Coin Center Travel Series: Chiang Mai, Thailand
A small yet savvy technical community remains hopeful for regulatory clarity
This is the latest installment of Coin Center's multi-part travel series examining how cryptocurrency is used around the world.
The cryptocurrency community in Chiang Mai is transitioning from an organic, spontaneous grouping of digital nomads to one that is more institutionalized and formalized. Though the market prices of cryptocurrencies continued their downward trajectory during my time in Thailand, the local community keeps meeting, thinking and discussing how to build on-top of the existing and soon-to-arrive technology. At the same time, Thailand’s government is also thinking about how to ride the opportunities this technology creates. A concerted - but not always effective - effort is underway to adjust legal and regulatory frameworks so as to attract ICOs and start-ups away from nearby regional hubs like Singapore or Hong Kong.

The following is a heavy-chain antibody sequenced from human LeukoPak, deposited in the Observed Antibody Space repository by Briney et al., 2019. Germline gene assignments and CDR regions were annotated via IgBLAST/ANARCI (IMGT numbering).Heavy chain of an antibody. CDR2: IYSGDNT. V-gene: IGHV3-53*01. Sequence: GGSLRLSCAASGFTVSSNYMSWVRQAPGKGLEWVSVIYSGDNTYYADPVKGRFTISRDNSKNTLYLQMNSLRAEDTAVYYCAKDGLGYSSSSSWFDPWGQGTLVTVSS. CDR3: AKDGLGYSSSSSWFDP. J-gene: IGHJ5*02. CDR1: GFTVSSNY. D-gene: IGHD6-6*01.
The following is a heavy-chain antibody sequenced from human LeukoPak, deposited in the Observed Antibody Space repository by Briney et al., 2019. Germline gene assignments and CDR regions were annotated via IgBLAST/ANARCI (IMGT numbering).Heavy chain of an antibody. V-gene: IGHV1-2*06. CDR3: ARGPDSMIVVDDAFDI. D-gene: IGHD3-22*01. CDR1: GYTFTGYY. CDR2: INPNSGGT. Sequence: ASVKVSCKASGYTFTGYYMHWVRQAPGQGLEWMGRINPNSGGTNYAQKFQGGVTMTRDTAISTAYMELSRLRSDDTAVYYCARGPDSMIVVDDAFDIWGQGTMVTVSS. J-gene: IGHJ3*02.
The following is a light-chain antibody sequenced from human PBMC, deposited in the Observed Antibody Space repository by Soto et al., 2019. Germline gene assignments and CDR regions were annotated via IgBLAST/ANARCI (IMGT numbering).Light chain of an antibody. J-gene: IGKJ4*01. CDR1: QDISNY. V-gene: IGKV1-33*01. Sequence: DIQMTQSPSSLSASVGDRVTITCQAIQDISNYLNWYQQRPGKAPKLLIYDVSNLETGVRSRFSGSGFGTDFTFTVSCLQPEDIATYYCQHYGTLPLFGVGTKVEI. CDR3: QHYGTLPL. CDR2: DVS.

A thriving, organic community of expatriates
The bulk of my month in Thailand was spent in the northern city Chiang Mai. Every week there, roughly thirty people gather to talk cryptocurrencies. Stefan King is the current organizer of these events. Each week he takes newcomers aside to bring them up to speed on cryptocurrency 101. “What the internet did for information, crypto is doing for money”, newcomers are told. The ensuring presentation involves a sweeping history of the origins and development of computing and cryptography, an explanation of what money is and how it works, and a summary of over a century of Austrian vs Keynesian economic debate. Post-presentation, new attendees ask questions usually related to problems they’ve read about in the press like high transaction fees or falling market prices. The more seasoned attendees reply that transaction fees have fallen for Bitcoin and, after already weathering several market cycles before, wonder aloud whether, “the price even really matters?”